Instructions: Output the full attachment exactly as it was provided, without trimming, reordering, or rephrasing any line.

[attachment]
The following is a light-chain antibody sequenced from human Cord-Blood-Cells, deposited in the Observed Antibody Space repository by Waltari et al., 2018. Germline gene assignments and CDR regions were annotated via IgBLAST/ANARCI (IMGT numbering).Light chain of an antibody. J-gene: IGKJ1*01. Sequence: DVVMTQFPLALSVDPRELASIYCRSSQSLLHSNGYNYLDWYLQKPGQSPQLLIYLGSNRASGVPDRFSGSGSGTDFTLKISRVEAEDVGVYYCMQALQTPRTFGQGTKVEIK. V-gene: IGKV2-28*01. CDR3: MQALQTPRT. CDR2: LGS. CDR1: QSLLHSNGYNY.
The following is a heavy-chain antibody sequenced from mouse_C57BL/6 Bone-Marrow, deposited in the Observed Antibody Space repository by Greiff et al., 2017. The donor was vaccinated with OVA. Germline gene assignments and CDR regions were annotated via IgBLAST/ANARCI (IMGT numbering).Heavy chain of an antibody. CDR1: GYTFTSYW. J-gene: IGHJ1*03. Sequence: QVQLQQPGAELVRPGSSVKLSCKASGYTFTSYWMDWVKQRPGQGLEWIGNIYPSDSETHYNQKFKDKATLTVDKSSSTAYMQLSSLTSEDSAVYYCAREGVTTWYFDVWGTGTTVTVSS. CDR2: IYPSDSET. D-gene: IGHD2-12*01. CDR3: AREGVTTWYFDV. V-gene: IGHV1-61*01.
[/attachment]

The following is a light-chain antibody sequenced from human Cord-Blood-Cells, deposited in the Observed Antibody Space repository by Waltari et al., 2018. Germline gene assignments and CDR regions were annotated via IgBLAST/ANARCI (IMGT numbering).Light chain of an antibody. J-gene: IGKJ1*01. Sequence: DVVMTQFPLALSVDPRELASIYCRSSQSLLHSNGYNYLDWYLQKPGQSPQLLIYLGSNRASGVPDRFSGSGSGTDFTLKISRVEAEDVGVYYCMQALQTPRTFGQGTKVEIK. V-gene: IGKV2-28*01. CDR3: MQALQTPRT. CDR2: LGS. CDR1: QSLLHSNGYNY.
The following is a heavy-chain antibody sequenced from mouse_C57BL/6 Bone-Marrow, deposited in the Observed Antibody Space repository by Greiff et al., 2017. The donor was vaccinated with OVA. Germline gene assignments and CDR regions were annotated via IgBLAST/ANARCI (IMGT numbering).Heavy chain of an antibody. CDR1: GYTFTSYW. J-gene: IGHJ1*03. Sequence: QVQLQQPGAELVRPGSSVKLSCKASGYTFTSYWMDWVKQRPGQGLEWIGNIYPSDSETHYNQKFKDKATLTVDKSSSTAYMQLSSLTSEDSAVYYCAREGVTTWYFDVWGTGTTVTVSS. CDR2: IYPSDSET. D-gene: IGHD2-12*01. CDR3: AREGVTTWYFDV. V-gene: IGHV1-61*01.